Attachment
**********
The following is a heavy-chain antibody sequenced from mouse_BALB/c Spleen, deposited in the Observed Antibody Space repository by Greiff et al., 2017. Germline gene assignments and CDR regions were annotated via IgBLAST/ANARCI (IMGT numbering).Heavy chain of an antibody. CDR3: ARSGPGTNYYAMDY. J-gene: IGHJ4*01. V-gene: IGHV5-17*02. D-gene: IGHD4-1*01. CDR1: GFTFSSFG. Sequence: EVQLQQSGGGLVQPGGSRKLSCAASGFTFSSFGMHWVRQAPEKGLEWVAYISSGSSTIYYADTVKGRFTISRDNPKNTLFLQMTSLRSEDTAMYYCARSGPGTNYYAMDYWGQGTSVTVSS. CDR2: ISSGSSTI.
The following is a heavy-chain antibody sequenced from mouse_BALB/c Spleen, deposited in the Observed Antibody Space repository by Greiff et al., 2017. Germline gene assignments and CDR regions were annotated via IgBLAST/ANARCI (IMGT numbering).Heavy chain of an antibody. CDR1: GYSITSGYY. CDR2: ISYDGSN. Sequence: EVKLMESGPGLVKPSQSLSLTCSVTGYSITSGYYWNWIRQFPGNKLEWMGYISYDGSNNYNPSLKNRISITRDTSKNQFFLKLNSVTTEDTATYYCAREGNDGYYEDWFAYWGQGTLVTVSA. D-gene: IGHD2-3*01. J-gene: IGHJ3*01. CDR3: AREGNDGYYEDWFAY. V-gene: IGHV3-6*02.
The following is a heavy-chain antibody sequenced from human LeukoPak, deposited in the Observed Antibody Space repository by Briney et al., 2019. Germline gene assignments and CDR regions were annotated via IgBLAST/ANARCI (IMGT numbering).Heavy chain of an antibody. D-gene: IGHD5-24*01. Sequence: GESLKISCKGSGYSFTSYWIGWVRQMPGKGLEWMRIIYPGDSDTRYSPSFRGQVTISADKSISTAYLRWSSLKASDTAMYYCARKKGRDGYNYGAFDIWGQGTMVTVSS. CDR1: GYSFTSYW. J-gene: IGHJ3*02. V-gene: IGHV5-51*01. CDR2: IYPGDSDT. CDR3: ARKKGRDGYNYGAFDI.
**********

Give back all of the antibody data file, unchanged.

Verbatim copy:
The following is a heavy-chain antibody sequenced from mouse_BALB/c Spleen, deposited in the Observed Antibody Space repository by Greiff et al., 2017. Germline gene assignments and CDR regions were annotated via IgBLAST/ANARCI (IMGT numbering).Heavy chain of an antibody. CDR3: ARSGPGTNYYAMDY. J-gene: IGHJ4*01. V-gene: IGHV5-17*02. D-gene: IGHD4-1*01. CDR1: GFTFSSFG. Sequence: EVQLQQSGGGLVQPGGSRKLSCAASGFTFSSFGMHWVRQAPEKGLEWVAYISSGSSTIYYADTVKGRFTISRDNPKNTLFLQMTSLRSEDTAMYYCARSGPGTNYYAMDYWGQGTSVTVSS. CDR2: ISSGSSTI.
The following is a heavy-chain antibody sequenced from mouse_BALB/c Spleen, deposited in the Observed Antibody Space repository by Greiff et al., 2017. Germline gene assignments and CDR regions were annotated via IgBLAST/ANARCI (IMGT numbering).Heavy chain of an antibody. CDR1: GYSITSGYY. CDR2: ISYDGSN. Sequence: EVKLMESGPGLVKPSQSLSLTCSVTGYSITSGYYWNWIRQFPGNKLEWMGYISYDGSNNYNPSLKNRISITRDTSKNQFFLKLNSVTTEDTATYYCAREGNDGYYEDWFAYWGQGTLVTVSA. D-gene: IGHD2-3*01. J-gene: IGHJ3*01. CDR3: AREGNDGYYEDWFAY. V-gene: IGHV3-6*02.
The following is a heavy-chain antibody sequenced from human LeukoPak, deposited in the Observed Antibody Space repository by Briney et al., 2019. Germline gene assignments and CDR regions were annotated via IgBLAST/ANARCI (IMGT numbering).Heavy chain of an antibody. D-gene: IGHD5-24*01. Sequence: GESLKISCKGSGYSFTSYWIGWVRQMPGKGLEWMRIIYPGDSDTRYSPSFRGQVTISADKSISTAYLRWSSLKASDTAMYYCARKKGRDGYNYGAFDIWGQGTMVTVSS. CDR1: GYSFTSYW. J-gene: IGHJ3*02. V-gene: IGHV5-51*01. CDR2: IYPGDSDT. CDR3: ARKKGRDGYNYGAFDI.